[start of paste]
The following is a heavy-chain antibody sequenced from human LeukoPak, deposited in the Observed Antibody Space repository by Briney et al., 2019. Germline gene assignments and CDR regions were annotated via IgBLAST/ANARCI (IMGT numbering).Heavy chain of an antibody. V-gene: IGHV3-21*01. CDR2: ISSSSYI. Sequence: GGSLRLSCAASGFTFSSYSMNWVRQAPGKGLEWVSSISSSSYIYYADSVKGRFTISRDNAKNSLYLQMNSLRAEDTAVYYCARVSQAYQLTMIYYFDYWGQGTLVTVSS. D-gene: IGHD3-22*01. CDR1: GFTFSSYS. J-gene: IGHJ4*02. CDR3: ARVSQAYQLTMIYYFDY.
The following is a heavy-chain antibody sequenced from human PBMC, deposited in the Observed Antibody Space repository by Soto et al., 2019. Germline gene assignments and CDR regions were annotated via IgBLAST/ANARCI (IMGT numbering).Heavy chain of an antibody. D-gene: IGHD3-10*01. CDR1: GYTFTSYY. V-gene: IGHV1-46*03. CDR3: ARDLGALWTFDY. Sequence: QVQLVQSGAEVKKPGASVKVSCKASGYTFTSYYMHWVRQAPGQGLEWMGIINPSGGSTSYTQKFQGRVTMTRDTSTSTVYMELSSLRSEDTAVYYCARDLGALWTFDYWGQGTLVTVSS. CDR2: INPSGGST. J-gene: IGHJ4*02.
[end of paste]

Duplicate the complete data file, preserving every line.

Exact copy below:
The following is a heavy-chain antibody sequenced from human LeukoPak, deposited in the Observed Antibody Space repository by Briney et al., 2019. Germline gene assignments and CDR regions were annotated via IgBLAST/ANARCI (IMGT numbering).Heavy chain of an antibody. V-gene: IGHV3-21*01. CDR2: ISSSSYI. Sequence: GGSLRLSCAASGFTFSSYSMNWVRQAPGKGLEWVSSISSSSYIYYADSVKGRFTISRDNAKNSLYLQMNSLRAEDTAVYYCARVSQAYQLTMIYYFDYWGQGTLVTVSS. D-gene: IGHD3-22*01. CDR1: GFTFSSYS. J-gene: IGHJ4*02. CDR3: ARVSQAYQLTMIYYFDY.
The following is a heavy-chain antibody sequenced from human PBMC, deposited in the Observed Antibody Space repository by Soto et al., 2019. Germline gene assignments and CDR regions were annotated via IgBLAST/ANARCI (IMGT numbering).Heavy chain of an antibody. D-gene: IGHD3-10*01. CDR1: GYTFTSYY. V-gene: IGHV1-46*03. CDR3: ARDLGALWTFDY. Sequence: QVQLVQSGAEVKKPGASVKVSCKASGYTFTSYYMHWVRQAPGQGLEWMGIINPSGGSTSYTQKFQGRVTMTRDTSTSTVYMELSSLRSEDTAVYYCARDLGALWTFDYWGQGTLVTVSS. CDR2: INPSGGST. J-gene: IGHJ4*02.